The FIVE Minute Writing Lesson: Bad Words

As a teacher of Composition 101, I have attempted to take the lean approach to teaching writing.  What this means to me is that in my early years of teaching Composition 101, I made the mistake of reviewing the various parts of speech, drilling the various comma rules, and testing on active versus passive voices in writing.  Yes, as you are yawning right now, you can only imagine what my students were doing . . .  anything but improving their writing.  So, without a doubt, age and practice comes wisdom.  Thus, on the first day of class of the semester after skimming over the syllabus, the signing of a contract (to assure understanding of the syllabus), and the fondling of required texts, I ask students to retrieve a piece of “scratch” paper.  As if a grade school spelling exam, I have the students write the following words which I recite:


get
thing 
very
really
fun
big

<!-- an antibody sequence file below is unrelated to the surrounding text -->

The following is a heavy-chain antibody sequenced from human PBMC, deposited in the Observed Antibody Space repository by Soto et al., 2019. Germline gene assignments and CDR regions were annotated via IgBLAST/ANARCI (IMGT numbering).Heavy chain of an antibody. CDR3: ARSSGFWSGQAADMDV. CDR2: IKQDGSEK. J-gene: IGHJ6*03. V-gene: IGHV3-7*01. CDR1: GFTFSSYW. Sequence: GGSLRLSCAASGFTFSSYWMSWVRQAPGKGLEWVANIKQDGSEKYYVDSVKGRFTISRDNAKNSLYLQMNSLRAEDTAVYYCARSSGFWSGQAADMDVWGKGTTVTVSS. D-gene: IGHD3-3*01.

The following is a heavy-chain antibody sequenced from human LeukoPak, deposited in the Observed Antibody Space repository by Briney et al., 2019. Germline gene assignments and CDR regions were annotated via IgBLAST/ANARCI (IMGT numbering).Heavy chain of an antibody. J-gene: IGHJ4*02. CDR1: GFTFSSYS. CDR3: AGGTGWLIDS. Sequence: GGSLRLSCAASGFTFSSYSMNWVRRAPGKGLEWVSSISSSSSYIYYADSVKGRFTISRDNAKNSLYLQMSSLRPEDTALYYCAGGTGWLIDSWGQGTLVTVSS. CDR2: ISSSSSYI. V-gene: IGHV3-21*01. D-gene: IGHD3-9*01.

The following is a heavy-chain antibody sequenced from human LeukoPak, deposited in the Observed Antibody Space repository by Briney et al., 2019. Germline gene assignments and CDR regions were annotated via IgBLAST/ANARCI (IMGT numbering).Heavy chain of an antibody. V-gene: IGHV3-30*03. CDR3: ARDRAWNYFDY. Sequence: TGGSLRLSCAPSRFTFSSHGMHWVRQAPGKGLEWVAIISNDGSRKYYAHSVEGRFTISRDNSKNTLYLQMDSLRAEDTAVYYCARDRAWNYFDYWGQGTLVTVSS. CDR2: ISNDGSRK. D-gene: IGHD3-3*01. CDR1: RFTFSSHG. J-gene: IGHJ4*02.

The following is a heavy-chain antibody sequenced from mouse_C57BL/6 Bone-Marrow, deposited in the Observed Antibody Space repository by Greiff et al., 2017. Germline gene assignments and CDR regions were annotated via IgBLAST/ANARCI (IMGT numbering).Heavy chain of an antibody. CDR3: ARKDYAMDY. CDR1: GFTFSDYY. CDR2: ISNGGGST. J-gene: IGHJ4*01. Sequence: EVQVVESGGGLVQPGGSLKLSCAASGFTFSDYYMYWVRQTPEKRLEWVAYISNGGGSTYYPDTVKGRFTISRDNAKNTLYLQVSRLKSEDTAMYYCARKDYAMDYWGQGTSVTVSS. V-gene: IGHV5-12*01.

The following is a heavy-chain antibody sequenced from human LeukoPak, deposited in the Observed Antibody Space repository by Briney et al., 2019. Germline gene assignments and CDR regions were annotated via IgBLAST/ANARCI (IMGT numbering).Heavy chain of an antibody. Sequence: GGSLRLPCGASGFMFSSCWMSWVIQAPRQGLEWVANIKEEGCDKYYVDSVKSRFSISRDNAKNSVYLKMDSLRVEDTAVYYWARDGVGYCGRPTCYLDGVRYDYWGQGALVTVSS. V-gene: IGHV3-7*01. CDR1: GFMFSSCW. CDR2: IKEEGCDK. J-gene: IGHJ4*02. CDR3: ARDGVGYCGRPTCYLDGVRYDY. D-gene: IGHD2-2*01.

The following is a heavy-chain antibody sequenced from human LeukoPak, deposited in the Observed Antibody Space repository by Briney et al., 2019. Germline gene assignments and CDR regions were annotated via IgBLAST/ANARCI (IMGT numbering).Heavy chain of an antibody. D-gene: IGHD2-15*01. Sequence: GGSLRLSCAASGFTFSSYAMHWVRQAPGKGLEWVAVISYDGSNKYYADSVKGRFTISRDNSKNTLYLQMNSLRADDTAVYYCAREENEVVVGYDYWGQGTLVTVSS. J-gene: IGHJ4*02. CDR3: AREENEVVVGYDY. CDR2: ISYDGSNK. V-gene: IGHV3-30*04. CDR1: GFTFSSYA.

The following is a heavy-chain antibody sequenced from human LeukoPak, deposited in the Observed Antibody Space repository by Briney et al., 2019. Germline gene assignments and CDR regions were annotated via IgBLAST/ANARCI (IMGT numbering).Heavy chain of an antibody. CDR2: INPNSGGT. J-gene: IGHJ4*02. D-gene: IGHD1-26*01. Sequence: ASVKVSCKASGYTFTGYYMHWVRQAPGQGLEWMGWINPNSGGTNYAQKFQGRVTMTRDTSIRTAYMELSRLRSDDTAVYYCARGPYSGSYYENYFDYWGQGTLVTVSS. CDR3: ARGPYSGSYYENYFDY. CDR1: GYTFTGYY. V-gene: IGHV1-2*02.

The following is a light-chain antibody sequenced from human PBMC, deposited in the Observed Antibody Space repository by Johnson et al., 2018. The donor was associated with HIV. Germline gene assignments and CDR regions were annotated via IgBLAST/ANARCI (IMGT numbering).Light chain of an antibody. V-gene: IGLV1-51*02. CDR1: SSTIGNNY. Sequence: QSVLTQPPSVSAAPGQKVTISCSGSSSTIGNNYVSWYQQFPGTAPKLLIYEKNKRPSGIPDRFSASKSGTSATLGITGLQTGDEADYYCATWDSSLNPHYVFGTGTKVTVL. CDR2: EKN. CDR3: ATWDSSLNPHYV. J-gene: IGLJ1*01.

good
kid
old
a contraction of his/her choosing

Then, I direct students to crumble up their papers and throw them in the trash can on their way out of class in the hopes they will eliminate these vocabulary choices from their formal writing with the exception of using kid to refer to a “baby goat” and old to refer to “dilapidated” or “geriatric,” but not “former.”

Thus, in my imagined utopia of specific, descriptive writing, a student would use . . .

I handed her the utensil.  
VERUS
I got her the utensil.

He is striking when he wears his black jacket.
VERUS
He is very striking when he wears his black jacket.

I need to call Erma, gather my research articles, and pick up Sam before tonight.
VERSUS
There are many things I need to do before tonight.
We enjoy swimming laps together.
VERSUS
We enjoy having fun together.
I ran into my former roommate at the mall.
VERSUS
I ran into my old roommate at the mall.
My friend’s younger sister is competing this weekend.
VERSUS
My friend’s kid sister is competing this weekend.
We read a suspenseful short story from an eco-horror anthology.
VERSUS
We read a good story.
I cannot make it to the meeting on time.
VERSUS
I can’t make it to the meeting on time.

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